Article

Predicting minimum achievable soil loss in developing countries

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Abstract

Soil erosion is recognized as a critical global environmental problem, but soil loss prediction methods and conceptual frameworks for conservation goal-setting are often inappropriate in developing countries. The minimum achievable soil loss (MASL) concept was developed as an erosion-control goal-setting framework which recognizes the constraints on erosion control in developing areas. A physical model for relative soil loss assessment was developed for implementing the MASL concept. The model is based on Bagnold's stream power concept and a kinematic approximation of surface runoff. It is used to determine minimum achievable soil loss reduction rates for given situations and has input requirements which are appropriate for situations where data and data-acquisition are limited. Tests using data from Malaysia show that the model gives results comparable to those of existing empirical soil loss estimation methods with more stringent data requirements and more limited ranges of applicability.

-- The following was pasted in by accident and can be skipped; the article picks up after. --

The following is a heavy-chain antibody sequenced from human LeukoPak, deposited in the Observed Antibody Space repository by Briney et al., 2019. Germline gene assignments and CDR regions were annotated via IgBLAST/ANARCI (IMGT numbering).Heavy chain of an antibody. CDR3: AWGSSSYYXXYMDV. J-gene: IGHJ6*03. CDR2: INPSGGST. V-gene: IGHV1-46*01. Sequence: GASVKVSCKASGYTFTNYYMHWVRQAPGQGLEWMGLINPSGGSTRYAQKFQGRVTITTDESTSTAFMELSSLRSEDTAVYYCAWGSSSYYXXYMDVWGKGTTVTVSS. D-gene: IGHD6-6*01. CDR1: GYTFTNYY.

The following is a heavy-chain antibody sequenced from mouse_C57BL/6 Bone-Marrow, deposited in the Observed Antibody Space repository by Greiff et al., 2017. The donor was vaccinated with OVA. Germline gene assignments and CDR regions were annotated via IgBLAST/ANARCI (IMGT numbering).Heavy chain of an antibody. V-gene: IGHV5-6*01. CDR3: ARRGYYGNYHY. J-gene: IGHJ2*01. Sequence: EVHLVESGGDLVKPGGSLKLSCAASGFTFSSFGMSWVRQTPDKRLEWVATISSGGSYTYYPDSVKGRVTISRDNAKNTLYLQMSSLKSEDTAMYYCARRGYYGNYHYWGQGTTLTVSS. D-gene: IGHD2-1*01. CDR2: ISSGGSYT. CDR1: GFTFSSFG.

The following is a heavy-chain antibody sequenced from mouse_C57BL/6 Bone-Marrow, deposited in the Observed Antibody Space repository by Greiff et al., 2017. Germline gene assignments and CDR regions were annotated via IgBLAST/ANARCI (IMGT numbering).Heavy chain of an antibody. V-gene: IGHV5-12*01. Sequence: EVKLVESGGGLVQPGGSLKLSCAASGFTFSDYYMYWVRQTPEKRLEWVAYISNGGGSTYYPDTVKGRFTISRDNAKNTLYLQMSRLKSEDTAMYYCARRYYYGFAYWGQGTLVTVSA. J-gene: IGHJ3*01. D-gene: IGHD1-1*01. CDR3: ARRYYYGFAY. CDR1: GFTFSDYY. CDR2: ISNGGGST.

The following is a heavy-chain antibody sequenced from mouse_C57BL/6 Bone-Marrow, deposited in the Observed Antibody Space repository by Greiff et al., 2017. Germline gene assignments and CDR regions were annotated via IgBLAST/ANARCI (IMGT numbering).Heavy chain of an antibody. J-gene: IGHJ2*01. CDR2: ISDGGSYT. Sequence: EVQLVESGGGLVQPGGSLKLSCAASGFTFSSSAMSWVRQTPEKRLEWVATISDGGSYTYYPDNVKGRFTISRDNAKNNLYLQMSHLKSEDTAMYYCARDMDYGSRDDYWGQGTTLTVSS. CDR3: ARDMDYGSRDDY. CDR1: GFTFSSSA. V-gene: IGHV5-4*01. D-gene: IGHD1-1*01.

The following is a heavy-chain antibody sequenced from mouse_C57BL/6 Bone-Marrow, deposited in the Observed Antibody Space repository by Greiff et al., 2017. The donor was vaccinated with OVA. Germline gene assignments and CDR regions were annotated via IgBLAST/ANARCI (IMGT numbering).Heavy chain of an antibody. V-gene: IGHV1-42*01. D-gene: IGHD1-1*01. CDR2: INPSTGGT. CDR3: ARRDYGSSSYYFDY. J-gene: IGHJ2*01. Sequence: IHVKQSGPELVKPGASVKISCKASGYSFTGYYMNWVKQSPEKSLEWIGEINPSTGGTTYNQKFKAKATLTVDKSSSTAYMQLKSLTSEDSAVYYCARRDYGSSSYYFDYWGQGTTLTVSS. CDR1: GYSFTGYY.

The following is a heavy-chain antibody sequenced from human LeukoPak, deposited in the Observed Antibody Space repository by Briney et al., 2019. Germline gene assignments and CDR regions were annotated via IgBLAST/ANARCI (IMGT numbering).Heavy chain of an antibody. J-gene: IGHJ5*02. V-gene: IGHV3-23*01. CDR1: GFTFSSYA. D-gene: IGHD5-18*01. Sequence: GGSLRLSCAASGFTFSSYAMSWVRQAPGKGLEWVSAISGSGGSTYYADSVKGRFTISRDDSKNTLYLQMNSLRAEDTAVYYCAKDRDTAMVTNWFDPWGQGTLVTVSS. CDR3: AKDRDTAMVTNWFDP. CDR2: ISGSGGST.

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... There is a small, but systematic difference in the calculated distances between the two: on average, the distances calculated from the maps with the 20x20m cells are 3.4 % higher. (Phillips, 1989;ISSS, 1996). ...
... A simple model based on these factors is shown in Table 8 (Phillips, 1989 Kwaad, 1998b). The roughness coefficient for forests was not taken from Table 8, but modified. ...
... Factors that determine the Manning roughness coefficient according toPhillips (1989). Very irregular. ...
... Recent advancement in studies shows that satellite imagery and a platform like geographic information system provide a detailed assessment with higher accuracy in estimating a river's soil erosion and sediment flow (Jain et al., 2001). Also, there is a lack of field data or high-resolution data in developing countries as input data for soil erosion models (Phillips, 1989). In erosion risk models, the main problem is validation for comparing calculated soil erosion with measured soil erosion data due to scarcely available information (Lazzari et al., 2015). ...